At the recent BUILD Windows developer event, unveiled the preview version of Windows 8 the next version of its PC operating system. Windows 8 brings with it a number of changes and enhancements, among the most notable are
- the 'Metro' user interface which has been built with touchscreens in mind represents Microsoft's answer to the rise of tablets, by adding a touch-friendly environment on top of a regular windows interface. The result is that both tablets and more conventional PCs can both be served with the same OS.
- reconfirmation of Microsoft's intention to incorporate Xbox Live (XBL) functionality into Windows 8 The introduction of XBL into Windows follows Microsoft's addition of partial XBL functionality into the completely re-imagined Windows Phone 7 operating system.
- Windows Store for the sale of both Metro-style and conventional apps, which will include games. The store will be available across all territories where Windows can be sold.
The Windows 8 is expected to hit the market some time in 2012.
Despite being a big early proponent of tablet computers Microsoft has, so far, failed to have a compelling alternative to either iOS or Android. Metro in Windows 8 is the company's next major push into the space building on the user interface introduced with Windows Phone 7 and bringing with it the promise of being the same underlying OS as a regular PC. While IHS Screen Digest expects Windows 8 to sell well (in part as a result of being bundled by default into many new PCs); its future as a dedicated tablet OS is far less certain. At this stage it seems likely that Windows 8 initial tablet home will lean towards hybrid PC/tablet devices, rather on dedicated tablet devices. The challenge for Microsoft in tablets echoes its position in mobile where Windows Phone (which must be paid for by OEMs) is competing against Android (for which Google charges no fee). However, in the grand scheme of things, handset makers, being already subjects to many other license fees, are not massively turned-off by the fee imposed by Microsoft. The software giant's response has been to both start chasing Android OEMs with patent fees (which means that Android is no longer free to deploy) and offer substantial co-promotional funds to its Windows phone partners. To date neither has put much of a dent in the rise of Google's smart phone OS, but upcoming devices from Nokia could give Windows Phone a much-needed boost.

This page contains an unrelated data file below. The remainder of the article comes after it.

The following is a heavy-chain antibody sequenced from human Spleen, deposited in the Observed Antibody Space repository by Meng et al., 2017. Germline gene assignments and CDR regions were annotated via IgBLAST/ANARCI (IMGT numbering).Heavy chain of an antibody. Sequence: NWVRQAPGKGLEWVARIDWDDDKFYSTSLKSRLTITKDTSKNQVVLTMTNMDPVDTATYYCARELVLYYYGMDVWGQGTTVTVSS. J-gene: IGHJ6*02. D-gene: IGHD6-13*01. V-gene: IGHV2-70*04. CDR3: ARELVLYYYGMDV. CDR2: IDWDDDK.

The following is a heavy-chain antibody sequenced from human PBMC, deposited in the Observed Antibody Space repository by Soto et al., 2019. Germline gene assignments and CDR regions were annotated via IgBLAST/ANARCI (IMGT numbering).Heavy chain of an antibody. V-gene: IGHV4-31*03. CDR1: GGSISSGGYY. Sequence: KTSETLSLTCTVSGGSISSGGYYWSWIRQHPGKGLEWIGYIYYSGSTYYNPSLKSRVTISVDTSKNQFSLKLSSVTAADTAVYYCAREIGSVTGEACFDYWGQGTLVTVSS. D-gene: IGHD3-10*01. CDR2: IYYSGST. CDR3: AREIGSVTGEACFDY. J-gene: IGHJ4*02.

Full details of XBL functionality and content support within Windows 8 are thin on the ground. However, taking into account XBL 360's Kinect-based interface shift in late 2011 to match Windows 8's Metro-style UI, we expect XBL on Windows to be a major focal point for consumption of entertainment media, whether it be games, movies or music. Using the XBL platform, brand and userbase to further Microsoft's ambitions with regards to building an ecosystem of touch points for its entertainment offering is a sensible strategy. The latest efforts on the PC with Games for Windows and Zune marketplace have been disjointed and limited in their success. In contrast, XBL already successfully brings users together around different types of content - a capability Microsoft wants to extend to the PC. IHS Screen Digest forecasts active XBL accounts to reach 38m by the end of 2011, a substantial base on which to build upon with the addition of PC and Windows Phone platforms.
This more integrated and expansive effort to build on the successful XBL platform will give content companies a growing addressable market to target. In the last 18 months Windows 7 OS has sold 350m units and the company expects more from Windows 8. To put this installed base into context, the installed base for Xbox 360s is expected to reach 58m by the end of 2011. The XBL userbase increases could therefore be significant if Microsoft is able to deliver the required strategy to prompt existing users to access XBL on the PC, while also convincing entirely new users to sign up to XBL via Windows.
By tying Xbox 360, Windows Phone and PC-based platforms together into an XBL-enabled entertainment ecosystem, Microsoft aims to deliver substantial service synergy, become more relevant to today's entertainment consumer across PC, tablet and mobile devices, to develop its competitiveness in the face of multi-platform music and video-based services and even compete more directly with PC games download platforms such as Valve's Steam and EA's Origin. There is also an argument to suggest that the geographically wider distribution of XBL across Windows PCs and tablets may also prove to be a worthwhile impetus for the Xbox console business beyond its core markets of USA and UK driven by in-service advertising and social interaction across Xbox-based experiences.